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Intel Hardware

Details of Intel 45nm Processors Leaked 104

Posted by ScuttleMonkey
from the magic-eight-ball-says dept.
DCC writes "TechARP has gotten some juicy news from Intel. This time, it's the top secret details of the Intel 45nm desktop processors, both Yorkfield and Wolfdale with benchmarks and pricing included! 'As promised earlier, Intel will launch their 45 nm processors by the end of this year. In fact, we have been told that the launch date had already been set at November 11, 2007, so mark your calendars. [...] Code-named Yorkfield XE, the Intel Core 2 Extreme QX9650 will be a quad-core processor built from two 45 nm Wolfdale processor dies. It will displace the Core 2 Extreme QX6850 (Kentsfield) processor as the top desktop processor model until Q3, 2008'"
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Details of Intel 45nm Processors Leaked

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  • Not all that new (Score:4, Informative)

    by CajunArson (465943) on Monday October 01, 2007 @02:15PM (#20813491) Journal
    Anandtech had a preview of Wolfdale including benchmarks back in August (here [anandtech.com]). The ironic thing is that with the limited availability of the K10 and its late arrival at most review sites, I've seen about as much real benchmarking of the unreleased Intel parts as I have of the supposedly widely-released AMD parts.
    • I wasn't even aware the K10 was out, thus far I've seen nothing on it on any of the sites I normally look at. Very strange.
      • I've yet to see a single Barcelona-core processor for sale at retail, and AMD only sent samples to one or two review sites. K10 was essentially a paper launch.
      • Re: (Score:3, Informative)

        by mdm-adph (1030332)

        I wasn't even aware the K10 was out, thus far I've seen nothing on it on any of the sites I normally look at. Very strange.

        I know -- it's been a weird release, to say the least. I haven't really heard very much about them at all, and for a chip this neat that's kind of surprising.

        You can buy them now on Newegg here [newegg.com] -- they were up a few weeks ago for about $800, but then they were taken down, and now they're back up. Who knows, eh?

    • by pete314 (877866)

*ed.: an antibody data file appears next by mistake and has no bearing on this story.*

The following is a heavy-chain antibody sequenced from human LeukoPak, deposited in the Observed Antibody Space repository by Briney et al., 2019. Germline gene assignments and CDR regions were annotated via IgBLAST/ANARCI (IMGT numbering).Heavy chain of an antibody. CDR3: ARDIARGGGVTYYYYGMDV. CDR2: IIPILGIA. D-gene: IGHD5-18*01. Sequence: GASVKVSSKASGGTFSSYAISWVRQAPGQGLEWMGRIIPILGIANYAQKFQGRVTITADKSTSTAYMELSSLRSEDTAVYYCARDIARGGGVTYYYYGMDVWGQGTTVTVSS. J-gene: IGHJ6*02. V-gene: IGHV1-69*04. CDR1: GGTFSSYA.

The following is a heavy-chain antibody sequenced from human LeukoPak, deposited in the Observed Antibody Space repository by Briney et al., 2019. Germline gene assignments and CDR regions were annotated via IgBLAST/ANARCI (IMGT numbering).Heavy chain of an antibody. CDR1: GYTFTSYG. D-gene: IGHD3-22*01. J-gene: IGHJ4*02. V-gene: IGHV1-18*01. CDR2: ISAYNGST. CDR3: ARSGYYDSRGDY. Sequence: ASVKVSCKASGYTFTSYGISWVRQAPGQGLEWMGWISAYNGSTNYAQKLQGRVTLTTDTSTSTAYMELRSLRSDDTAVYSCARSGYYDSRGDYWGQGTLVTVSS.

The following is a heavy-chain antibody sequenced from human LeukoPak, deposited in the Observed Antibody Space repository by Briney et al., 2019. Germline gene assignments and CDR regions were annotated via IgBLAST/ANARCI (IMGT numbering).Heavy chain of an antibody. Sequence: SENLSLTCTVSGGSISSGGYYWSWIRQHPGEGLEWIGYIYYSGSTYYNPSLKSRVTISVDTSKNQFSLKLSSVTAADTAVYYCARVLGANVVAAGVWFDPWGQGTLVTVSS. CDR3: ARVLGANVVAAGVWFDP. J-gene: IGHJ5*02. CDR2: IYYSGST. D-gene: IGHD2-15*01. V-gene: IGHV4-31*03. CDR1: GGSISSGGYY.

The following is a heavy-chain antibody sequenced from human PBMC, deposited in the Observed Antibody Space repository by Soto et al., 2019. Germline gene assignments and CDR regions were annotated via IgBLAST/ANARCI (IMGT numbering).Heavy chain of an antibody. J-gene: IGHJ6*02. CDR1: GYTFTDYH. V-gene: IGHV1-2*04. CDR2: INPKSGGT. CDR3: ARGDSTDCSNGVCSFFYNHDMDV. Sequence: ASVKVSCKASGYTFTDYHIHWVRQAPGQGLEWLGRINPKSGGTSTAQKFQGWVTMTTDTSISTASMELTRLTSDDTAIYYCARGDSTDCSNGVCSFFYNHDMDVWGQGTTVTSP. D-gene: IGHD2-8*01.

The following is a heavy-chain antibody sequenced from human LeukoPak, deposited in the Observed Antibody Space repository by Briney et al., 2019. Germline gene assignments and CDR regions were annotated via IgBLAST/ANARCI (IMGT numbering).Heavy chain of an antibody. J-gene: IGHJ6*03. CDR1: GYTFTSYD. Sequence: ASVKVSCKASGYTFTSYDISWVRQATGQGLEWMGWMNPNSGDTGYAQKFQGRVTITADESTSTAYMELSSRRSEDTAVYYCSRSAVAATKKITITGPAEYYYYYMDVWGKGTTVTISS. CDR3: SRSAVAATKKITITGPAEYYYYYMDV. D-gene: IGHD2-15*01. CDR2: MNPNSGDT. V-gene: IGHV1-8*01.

Intel confirmed the November 12 launch date in September at IDF - November 11 was an August rumor. At IDF Intel also said that it would ship 20 processor models on November 12, and another 20 in the first quarter of 2007. Also at IDF, Intel released a projection for 45nm performance on the SpecFP benchmark. Looks like Techarp forgot to do its fact checking.
  • by Psychor (603391) on Monday October 01, 2007 @02:19PM (#20813567) Homepage
    Maybe it's time to come up with processor names that actually mean something again instead of confusing and usually meaningless numbers? This is especially true for AMD, whose numbers seem to be based around the clock speed an equivalent Intel chip might have run at many years ago when they invented the convention, but Intel's new "random model numbers" naming doesn't seem much better.

    Of course old style Megahertz numbering doesn't make much sense these days either, with the proliferation of multi-core processors. I think it would be nice if the chip makers could agree on some kind of general performance benchmark number that could be used in names to make processors more easily comparable. Even some kind of very basic number relating to cores/speed like the 4x2200 for a 4 core, 2.2Ghz chip would be better than the current mess in my opinion though.
    • Maybe it's time to come up with processor names that actually mean something again instead of confusing and usually meaningless numbers? This is especially true for AMD, whose numbers seem to be based around the clock speed an equivalent Intel chip might have run at many years ago when they invented the convention, but Intel's new "random model numbers" naming doesn't seem much better.

      So... Let me get this straight... You are complaining about meaningless numbers - and then stating that a number that actual

    • by torkus (1133985)
      >I think it would be nice if the chip makers could agree on some kind of general performance benchmark number that could >be used in names to make processors more easily comparable

      An admirable idea, but then CPU makers will write micro-code or silicon to enhance the individual benchmark result(s).

      You're right though, the numbers are slightly better than nonsense. The bigger issue is that there's SO many different processors. The mfgs are aiming to have the perfect fit for every segment and every pri
      • Yes, in the past both compiler developers and chip designers have been known to optimize for certain aspects of benchmarks. Thus, to make numbers at all useful, you would have to have multiple benchmarks stressing different aspects of computing. This would prevent optimizing for benchmarks while hurting performance in other areas.